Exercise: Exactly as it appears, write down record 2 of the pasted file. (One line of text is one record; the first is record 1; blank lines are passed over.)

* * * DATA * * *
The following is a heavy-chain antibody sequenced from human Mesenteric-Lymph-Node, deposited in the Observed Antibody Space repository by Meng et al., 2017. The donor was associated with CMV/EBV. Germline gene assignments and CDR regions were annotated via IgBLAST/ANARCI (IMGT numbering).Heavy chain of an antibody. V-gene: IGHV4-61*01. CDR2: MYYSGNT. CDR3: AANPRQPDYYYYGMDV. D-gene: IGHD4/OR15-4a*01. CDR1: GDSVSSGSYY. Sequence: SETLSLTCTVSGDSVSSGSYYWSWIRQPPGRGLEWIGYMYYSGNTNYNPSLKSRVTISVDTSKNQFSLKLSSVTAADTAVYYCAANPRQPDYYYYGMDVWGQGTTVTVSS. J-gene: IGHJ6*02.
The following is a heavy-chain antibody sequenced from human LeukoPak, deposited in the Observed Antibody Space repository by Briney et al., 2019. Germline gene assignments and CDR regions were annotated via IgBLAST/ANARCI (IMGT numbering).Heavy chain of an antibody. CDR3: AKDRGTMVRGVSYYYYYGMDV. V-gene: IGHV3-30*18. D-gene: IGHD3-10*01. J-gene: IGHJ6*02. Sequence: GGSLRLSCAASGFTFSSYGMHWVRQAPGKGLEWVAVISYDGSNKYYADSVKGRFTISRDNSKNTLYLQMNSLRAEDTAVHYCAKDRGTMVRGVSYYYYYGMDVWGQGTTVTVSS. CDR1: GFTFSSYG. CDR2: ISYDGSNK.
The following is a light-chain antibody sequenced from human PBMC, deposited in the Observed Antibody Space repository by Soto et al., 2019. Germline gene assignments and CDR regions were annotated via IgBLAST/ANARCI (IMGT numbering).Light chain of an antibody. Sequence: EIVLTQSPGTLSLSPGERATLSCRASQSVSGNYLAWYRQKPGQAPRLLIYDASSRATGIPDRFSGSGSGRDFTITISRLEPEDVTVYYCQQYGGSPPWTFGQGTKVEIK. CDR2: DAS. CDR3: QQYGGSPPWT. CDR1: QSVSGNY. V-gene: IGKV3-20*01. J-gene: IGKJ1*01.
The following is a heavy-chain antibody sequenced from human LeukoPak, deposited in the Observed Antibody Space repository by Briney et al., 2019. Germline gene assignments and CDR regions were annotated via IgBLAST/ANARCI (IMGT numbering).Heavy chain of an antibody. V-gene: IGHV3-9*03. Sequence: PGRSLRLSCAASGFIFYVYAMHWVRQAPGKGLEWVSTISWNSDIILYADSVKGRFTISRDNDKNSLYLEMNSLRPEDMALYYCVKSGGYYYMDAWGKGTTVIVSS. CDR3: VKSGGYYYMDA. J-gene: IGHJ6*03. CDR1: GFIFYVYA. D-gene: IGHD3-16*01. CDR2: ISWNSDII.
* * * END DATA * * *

The following is a heavy-chain antibody sequenced from human LeukoPak, deposited in the Observed Antibody Space repository by Briney et al., 2019. Germline gene assignments and CDR regions were annotated via IgBLAST/ANARCI (IMGT numbering).Heavy chain of an antibody. CDR3: AKDRGTMVRGVSYYYYYGMDV. V-gene: IGHV3-30*18. D-gene: IGHD3-10*01. J-gene: IGHJ6*02. Sequence: GGSLRLSCAASGFTFSSYGMHWVRQAPGKGLEWVAVISYDGSNKYYADSVKGRFTISRDNSKNTLYLQMNSLRAEDTAVHYCAKDRGTMVRGVSYYYYYGMDVWGQGTTVTVSS. CDR1: GFTFSSYG. CDR2: ISYDGSNK.